roofing basics

I am in the hurricane Katrina effected area and need to have my roof replaced. Yes I am doing my homework while waiting for the roofing contractors to have time to be able to give me quotes for a new roof. I would like some thoughts on what to ask for. I have been told that I should have the roofer use 30# felt, architectural shingles, and use 6 nails per shingle. If you were in areas that are prone to hurricanes, and tornados, what would you ask for on your family's homes?? I have never had to replace a roof before, I know its gonna cost money. As an HVAC contractor, I also know that folks are in business to make a profit. I don't have a problem with paying folks for what they do, I want good and not just "cheap". I am just wanting to get some insite on what to look for as far as a quality product and quality work.
Advice please??
--

Steve @ Noon-Air Heating & A/C
snipped-for-privacy@megagate.com
  Click to see the full signature.
Add pictures here
<% if( /^image/.test(type) ){ %>
<% } %>
<%-name%>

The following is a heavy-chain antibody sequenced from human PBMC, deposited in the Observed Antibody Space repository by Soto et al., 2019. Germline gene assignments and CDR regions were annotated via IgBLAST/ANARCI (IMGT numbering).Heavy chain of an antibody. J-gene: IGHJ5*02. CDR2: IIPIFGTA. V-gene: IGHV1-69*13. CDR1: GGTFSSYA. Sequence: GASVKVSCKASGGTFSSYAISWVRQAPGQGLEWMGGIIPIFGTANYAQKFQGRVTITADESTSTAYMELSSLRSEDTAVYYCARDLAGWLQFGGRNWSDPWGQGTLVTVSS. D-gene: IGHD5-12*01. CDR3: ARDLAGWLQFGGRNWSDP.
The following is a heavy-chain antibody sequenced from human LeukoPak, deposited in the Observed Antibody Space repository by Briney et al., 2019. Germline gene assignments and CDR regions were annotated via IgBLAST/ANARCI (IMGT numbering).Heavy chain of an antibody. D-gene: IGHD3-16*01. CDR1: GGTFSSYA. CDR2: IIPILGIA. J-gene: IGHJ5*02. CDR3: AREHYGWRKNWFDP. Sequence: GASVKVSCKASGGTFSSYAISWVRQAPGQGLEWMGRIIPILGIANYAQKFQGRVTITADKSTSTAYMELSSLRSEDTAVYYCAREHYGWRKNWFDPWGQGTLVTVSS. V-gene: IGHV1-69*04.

Add image file
Upload
Make sure they nail properly into the correct place on the shingle. That, and flashing are the biggest problems I've noticed. Tom
Add pictures here
<% if( /^image/.test(type) ){ %>
<% } %>
<%-name%>
Add image file
Upload

The really key word in the above statement is make sure they NAIL. Air guns are acceptable if they are using nails. Some of the quick fix guys like to use staples. In the real world they just don't hold as well.
Two other areas that it is easy to get cheated on are: All areas where a wall or brick chimney meet the roof on a slope must be "step flashed" and overflashed. The wall may not need the overflashing if new siding is going on.
The second big rip off is the work up the roof and don't take the time to raise the tabs and put the last nail under the tab. This is why you see a slight ridge running up a roof every so often on houses that were roofed about 5-8 years ago.